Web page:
The market for Hostile Vehicle Mitigation (HVM) has been created as the result of the threat to people, buildings and infrastructure initially by Vehicle Borne Improvised Explosive Devices (VBIED) and latterly with the increased use of the Vehicle as a Weapon (VAW).
In response to this, an industry has developed to mitigate these threats by the development and testing of a wide range of products. These are specifically designed to limit or prevent the access of vehicles to sensitive sites, areas and crowded places.
The first impact testing standard to be developed, US DoS SD-STD-02.01, was as a consequence of VBIED attacks in 1983 against a US military target in Beirut. This standard was originally published by the Bureau of Diplomatic Security and issued in 1985. It quickly became the international benchmark for impact testing standards – until the UK’s PAS 68 standard was released in 2005. References to the old US standard are still seen in specifications today (K4, K8, K12) even though this has long since been superseded by newer testing protocols on both sides of the Atlantic.
The US DoS standard was replaced in 2007 by the US ASTM F2656-07 standard (subsequently updated to ASTM F2656-18) which was similar to the PAS 68 standard (last issue PAS 68: 2013). This was itself latterly transformed into a CEN Workshop Agreement – CWA 16221:2010.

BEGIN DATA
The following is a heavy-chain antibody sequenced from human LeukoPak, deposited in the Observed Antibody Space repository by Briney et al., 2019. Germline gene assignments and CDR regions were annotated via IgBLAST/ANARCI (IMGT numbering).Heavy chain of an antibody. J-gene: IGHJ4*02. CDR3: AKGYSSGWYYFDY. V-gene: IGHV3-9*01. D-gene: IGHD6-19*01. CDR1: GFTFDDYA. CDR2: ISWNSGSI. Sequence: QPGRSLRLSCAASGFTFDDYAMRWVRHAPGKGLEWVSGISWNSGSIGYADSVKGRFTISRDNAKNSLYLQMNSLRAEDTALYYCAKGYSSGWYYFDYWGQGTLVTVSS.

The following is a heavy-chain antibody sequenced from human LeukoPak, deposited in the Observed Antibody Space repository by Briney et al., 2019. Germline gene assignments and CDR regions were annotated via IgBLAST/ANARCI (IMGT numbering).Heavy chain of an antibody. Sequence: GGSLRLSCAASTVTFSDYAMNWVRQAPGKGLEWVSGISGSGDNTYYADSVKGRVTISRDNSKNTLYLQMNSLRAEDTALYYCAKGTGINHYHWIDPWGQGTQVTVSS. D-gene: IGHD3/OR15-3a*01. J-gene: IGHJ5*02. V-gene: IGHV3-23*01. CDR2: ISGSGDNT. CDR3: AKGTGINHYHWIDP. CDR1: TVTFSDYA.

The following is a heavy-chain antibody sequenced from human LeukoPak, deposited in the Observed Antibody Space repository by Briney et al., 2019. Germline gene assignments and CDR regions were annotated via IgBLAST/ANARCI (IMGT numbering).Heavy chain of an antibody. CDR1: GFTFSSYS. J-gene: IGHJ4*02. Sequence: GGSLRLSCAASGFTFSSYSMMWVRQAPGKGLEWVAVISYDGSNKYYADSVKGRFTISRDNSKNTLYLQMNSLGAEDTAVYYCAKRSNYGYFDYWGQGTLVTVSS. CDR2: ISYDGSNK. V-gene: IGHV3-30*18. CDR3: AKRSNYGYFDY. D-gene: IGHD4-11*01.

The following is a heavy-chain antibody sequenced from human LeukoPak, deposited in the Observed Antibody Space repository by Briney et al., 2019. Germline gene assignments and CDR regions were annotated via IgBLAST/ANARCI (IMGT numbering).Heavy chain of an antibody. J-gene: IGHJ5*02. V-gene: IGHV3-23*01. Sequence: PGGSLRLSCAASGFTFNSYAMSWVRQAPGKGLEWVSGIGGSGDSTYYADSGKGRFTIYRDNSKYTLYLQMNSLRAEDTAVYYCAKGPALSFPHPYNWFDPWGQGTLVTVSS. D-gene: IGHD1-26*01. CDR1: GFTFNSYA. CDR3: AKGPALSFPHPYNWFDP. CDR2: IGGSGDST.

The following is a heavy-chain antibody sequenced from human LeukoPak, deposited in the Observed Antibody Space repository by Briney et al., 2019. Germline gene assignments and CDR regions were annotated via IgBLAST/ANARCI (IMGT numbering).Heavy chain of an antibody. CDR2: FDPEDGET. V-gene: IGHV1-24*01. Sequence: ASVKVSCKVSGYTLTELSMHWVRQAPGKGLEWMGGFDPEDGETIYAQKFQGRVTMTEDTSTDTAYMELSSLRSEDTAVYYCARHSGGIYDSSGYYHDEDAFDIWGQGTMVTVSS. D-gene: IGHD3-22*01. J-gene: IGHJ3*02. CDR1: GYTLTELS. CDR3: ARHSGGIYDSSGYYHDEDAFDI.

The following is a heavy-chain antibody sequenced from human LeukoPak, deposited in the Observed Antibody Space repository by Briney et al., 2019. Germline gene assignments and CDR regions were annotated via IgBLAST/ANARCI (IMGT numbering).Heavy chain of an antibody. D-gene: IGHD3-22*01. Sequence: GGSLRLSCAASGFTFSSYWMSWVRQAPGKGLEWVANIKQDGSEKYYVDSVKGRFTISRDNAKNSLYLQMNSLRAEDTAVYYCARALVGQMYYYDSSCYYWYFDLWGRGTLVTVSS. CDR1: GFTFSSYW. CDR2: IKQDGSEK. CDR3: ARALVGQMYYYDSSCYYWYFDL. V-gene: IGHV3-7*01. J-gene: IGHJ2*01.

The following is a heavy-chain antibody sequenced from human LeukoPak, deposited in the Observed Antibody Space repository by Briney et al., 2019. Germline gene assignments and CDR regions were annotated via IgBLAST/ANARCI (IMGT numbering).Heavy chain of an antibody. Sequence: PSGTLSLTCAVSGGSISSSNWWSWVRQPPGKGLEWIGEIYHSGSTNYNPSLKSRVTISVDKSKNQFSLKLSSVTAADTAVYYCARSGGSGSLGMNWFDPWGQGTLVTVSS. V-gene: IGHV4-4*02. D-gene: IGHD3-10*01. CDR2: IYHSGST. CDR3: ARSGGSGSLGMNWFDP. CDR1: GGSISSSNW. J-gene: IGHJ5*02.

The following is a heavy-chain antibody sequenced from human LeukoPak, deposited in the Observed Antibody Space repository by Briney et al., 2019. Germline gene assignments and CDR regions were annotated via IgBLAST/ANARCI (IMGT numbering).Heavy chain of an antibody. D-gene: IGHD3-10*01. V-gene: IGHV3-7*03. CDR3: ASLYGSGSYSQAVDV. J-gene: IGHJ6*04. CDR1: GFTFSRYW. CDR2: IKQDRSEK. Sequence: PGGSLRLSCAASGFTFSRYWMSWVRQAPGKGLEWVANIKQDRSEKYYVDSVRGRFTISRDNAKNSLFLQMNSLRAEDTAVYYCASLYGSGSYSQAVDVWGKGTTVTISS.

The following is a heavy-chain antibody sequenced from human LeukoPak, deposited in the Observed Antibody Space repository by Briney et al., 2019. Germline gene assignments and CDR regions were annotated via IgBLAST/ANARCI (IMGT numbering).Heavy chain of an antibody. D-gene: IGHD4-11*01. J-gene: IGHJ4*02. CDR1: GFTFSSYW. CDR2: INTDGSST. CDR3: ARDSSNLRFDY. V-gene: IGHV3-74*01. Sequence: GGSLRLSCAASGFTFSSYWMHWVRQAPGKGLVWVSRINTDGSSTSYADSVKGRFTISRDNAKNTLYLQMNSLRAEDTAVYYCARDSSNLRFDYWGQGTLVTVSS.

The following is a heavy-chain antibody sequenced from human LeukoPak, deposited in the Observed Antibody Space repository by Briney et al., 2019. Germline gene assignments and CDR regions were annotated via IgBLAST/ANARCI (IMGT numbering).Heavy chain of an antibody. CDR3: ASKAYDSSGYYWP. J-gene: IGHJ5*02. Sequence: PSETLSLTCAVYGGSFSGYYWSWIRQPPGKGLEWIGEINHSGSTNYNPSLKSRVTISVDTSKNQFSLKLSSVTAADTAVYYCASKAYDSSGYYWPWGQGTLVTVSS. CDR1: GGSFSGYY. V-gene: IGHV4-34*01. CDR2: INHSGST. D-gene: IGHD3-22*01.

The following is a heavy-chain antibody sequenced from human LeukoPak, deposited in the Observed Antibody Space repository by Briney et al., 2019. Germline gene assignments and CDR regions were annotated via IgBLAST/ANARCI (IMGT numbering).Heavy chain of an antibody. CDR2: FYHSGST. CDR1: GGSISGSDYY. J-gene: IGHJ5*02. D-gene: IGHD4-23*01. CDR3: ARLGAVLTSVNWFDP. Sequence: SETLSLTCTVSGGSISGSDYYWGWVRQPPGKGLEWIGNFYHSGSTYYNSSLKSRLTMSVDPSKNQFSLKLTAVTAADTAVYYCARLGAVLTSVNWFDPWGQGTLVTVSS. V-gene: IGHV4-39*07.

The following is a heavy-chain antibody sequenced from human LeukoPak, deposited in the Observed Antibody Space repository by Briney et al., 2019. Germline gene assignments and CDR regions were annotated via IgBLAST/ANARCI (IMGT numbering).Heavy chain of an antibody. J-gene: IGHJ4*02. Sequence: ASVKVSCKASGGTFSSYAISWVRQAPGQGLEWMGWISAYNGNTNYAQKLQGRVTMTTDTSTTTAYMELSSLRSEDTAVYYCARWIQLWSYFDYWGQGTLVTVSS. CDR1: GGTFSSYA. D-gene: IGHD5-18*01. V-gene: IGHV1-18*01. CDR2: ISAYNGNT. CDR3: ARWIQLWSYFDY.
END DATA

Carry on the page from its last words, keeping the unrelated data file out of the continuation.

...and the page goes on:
An International Workshop Agreement standard (IWA14-1:2013) was introduced in 2013 to enable the harmonisation of the US ASTM F2656, CWA 16221:2010 and UK PAS68 testing standards. The testing criteria of ASTM F2656-18 moved towards harmonisation with IWA14-1:2013.
The following powerpoint presentation (below) provides further information on how to compare the results from these differing test standards.
Regardless of which testing standards you encounter in use around the world it is important to understand that impact testing to a recognised standard is designed to give confidence in a product as it has undergone actual physical testing rather than just being the result of theoretical evaluation. The key to having this confidence results from these tests being independently conducted to a specific standard by a suitably accredited testing organisation rather than just being reliant on the claims of an individual manufacturer.
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